Experiments conducted on mice have raised optimism among scientists and patients alike, about potential cures for diabetes, after stem cells from human bone marrow was used to rectify the faulty insulin secreting pancreatic cells , blamed for diabetes in mice. This treatment was also effective in reducing the damage to the kidneys due to diabetes.
Researchers from New Orleans' Tulane University feel that this method can be used in humans to treat diabetes.
The US team subjected a group of diabetic mice who suffered high blood sugar and damaged kidneys with stem cells which were injected into their bodies. Another group was not treated with injections. The finding revealed that after 3 weeks, the mice which had received the injections started producing increased amounts of mouse insulin and portrayed lower blood sugar levels.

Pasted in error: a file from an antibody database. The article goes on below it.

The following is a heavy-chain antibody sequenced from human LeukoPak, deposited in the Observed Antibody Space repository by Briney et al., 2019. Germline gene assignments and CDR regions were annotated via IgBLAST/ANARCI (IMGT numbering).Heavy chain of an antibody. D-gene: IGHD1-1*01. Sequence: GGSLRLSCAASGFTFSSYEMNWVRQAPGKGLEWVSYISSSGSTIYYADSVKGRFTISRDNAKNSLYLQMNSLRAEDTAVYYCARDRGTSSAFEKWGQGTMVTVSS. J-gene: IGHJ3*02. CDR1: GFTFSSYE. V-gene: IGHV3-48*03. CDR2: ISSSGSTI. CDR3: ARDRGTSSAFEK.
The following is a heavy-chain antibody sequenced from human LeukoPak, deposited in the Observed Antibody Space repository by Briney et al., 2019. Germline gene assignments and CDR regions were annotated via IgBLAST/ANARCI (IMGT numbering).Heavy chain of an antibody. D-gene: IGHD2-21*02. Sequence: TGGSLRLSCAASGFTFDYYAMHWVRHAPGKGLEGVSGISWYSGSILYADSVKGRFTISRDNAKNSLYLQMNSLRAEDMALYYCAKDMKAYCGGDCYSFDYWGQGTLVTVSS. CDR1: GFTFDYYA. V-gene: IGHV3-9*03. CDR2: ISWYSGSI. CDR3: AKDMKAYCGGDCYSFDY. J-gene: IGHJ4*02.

Researcher Dr Darwin Prockop said: "We are not certain whether the kidneys improved because the blood sugar was lower or because the human cells were helping to repair the kidneys. But we suspect the human cells were repairing the kidneys in much the same way they were repairing the insulin-producing cells in the pancreas."
Dr Prockop has confirmed that his team would be conducting trials in patients suffering diabetes.